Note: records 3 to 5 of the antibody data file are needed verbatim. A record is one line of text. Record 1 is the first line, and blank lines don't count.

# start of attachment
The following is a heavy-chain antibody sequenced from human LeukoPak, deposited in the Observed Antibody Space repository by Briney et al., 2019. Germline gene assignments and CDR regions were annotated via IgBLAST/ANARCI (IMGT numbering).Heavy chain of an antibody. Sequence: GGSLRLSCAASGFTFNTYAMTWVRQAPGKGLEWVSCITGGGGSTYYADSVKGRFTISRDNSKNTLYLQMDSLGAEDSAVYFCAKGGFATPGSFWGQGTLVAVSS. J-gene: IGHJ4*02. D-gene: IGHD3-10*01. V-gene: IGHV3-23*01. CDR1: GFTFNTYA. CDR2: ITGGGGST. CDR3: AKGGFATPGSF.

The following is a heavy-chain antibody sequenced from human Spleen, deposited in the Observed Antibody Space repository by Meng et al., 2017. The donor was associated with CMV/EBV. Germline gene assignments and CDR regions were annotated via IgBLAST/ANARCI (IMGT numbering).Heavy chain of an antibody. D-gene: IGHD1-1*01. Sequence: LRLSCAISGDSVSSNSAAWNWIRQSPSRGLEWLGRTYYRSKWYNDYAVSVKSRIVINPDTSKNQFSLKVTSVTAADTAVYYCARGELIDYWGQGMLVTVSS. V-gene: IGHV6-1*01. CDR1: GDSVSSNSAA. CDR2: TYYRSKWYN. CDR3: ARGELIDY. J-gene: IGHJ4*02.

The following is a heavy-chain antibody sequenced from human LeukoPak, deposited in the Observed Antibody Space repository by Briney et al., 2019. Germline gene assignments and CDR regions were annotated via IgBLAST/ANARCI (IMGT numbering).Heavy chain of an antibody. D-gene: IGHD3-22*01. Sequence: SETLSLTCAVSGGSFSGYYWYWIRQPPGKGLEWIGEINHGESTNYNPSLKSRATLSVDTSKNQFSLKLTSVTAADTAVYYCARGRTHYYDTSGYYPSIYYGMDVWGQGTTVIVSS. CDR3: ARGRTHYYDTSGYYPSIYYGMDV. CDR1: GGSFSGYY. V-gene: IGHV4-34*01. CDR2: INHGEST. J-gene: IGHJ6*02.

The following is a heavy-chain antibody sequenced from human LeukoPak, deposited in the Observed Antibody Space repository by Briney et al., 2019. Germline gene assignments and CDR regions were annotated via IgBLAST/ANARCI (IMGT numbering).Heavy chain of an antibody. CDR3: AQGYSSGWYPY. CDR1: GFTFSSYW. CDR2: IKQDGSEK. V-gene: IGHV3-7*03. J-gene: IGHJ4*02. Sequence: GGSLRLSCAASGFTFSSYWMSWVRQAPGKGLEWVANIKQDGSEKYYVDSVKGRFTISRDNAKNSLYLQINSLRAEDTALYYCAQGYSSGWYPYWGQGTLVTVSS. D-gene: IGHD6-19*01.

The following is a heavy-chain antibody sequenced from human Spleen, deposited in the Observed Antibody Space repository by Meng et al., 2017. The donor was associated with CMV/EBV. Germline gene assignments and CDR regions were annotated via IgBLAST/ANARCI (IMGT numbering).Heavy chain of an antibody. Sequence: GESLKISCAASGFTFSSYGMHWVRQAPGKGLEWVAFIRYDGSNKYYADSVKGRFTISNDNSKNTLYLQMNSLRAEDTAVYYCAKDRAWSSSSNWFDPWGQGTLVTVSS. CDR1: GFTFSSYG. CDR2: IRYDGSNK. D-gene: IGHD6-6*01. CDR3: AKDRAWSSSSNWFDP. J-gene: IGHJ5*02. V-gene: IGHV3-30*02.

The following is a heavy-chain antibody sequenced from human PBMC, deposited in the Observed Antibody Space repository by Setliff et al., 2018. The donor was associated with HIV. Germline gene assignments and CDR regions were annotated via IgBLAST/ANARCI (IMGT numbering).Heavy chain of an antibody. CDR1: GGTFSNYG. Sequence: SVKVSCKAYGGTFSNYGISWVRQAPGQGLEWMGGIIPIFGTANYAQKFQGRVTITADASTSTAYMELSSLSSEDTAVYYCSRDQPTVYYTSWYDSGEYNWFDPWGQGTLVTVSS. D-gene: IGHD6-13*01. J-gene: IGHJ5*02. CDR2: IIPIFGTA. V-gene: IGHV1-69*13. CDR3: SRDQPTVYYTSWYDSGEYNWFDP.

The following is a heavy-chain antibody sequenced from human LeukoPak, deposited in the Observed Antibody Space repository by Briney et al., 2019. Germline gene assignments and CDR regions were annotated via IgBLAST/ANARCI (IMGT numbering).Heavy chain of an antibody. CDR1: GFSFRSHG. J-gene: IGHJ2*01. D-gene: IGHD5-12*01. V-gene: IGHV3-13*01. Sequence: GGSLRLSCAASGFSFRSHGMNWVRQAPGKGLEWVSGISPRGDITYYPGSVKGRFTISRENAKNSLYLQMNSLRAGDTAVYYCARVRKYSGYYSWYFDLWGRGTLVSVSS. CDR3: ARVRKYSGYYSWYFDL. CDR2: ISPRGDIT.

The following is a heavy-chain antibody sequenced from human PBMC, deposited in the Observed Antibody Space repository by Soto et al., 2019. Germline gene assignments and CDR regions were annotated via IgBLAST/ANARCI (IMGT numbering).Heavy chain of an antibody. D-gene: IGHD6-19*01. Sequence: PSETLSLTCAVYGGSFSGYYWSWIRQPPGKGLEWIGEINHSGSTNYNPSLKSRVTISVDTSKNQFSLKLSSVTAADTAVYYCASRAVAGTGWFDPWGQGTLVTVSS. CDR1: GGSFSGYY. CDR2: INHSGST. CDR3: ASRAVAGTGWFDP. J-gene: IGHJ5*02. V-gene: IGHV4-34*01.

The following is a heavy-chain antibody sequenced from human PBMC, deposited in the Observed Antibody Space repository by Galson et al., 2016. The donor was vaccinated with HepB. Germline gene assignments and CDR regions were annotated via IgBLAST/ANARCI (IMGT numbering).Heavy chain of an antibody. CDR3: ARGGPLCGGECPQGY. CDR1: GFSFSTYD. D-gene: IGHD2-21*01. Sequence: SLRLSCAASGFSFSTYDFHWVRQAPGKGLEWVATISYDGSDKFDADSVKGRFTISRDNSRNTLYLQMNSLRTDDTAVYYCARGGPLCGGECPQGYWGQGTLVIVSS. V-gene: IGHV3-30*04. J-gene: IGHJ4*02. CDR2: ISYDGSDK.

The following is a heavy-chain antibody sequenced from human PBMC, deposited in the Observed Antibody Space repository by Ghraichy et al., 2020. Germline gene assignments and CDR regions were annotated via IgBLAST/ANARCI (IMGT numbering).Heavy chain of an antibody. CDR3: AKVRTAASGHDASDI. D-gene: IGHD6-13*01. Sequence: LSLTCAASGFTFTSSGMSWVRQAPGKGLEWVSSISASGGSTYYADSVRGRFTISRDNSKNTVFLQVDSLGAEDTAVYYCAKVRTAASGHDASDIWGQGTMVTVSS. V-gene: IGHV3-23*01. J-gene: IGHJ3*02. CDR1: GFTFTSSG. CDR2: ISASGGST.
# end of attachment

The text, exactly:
The following is a heavy-chain antibody sequenced from human LeukoPak, deposited in the Observed Antibody Space repository by Briney et al., 2019. Germline gene assignments and CDR regions were annotated via IgBLAST/ANARCI (IMGT numbering).Heavy chain of an antibody. D-gene: IGHD3-22*01. Sequence: SETLSLTCAVSGGSFSGYYWYWIRQPPGKGLEWIGEINHGESTNYNPSLKSRATLSVDTSKNQFSLKLTSVTAADTAVYYCARGRTHYYDTSGYYPSIYYGMDVWGQGTTVIVSS. CDR3: ARGRTHYYDTSGYYPSIYYGMDV. CDR1: GGSFSGYY. V-gene: IGHV4-34*01. CDR2: INHGEST. J-gene: IGHJ6*02.

The following is a heavy-chain antibody sequenced from human LeukoPak, deposited in the Observed Antibody Space repository by Briney et al., 2019. Germline gene assignments and CDR regions were annotated via IgBLAST/ANARCI (IMGT numbering).Heavy chain of an antibody. CDR3: AQGYSSGWYPY. CDR1: GFTFSSYW. CDR2: IKQDGSEK. V-gene: IGHV3-7*03. J-gene: IGHJ4*02. Sequence: GGSLRLSCAASGFTFSSYWMSWVRQAPGKGLEWVANIKQDGSEKYYVDSVKGRFTISRDNAKNSLYLQINSLRAEDTALYYCAQGYSSGWYPYWGQGTLVTVSS. D-gene: IGHD6-19*01.

The following is a heavy-chain antibody sequenced from human Spleen, deposited in the Observed Antibody Space repository by Meng et al., 2017. The donor was associated with CMV/EBV. Germline gene assignments and CDR regions were annotated via IgBLAST/ANARCI (IMGT numbering).Heavy chain of an antibody. Sequence: GESLKISCAASGFTFSSYGMHWVRQAPGKGLEWVAFIRYDGSNKYYADSVKGRFTISNDNSKNTLYLQMNSLRAEDTAVYYCAKDRAWSSSSNWFDPWGQGTLVTVSS. CDR1: GFTFSSYG. CDR2: IRYDGSNK. D-gene: IGHD6-6*01. CDR3: AKDRAWSSSSNWFDP. J-gene: IGHJ5*02. V-gene: IGHV3-30*02.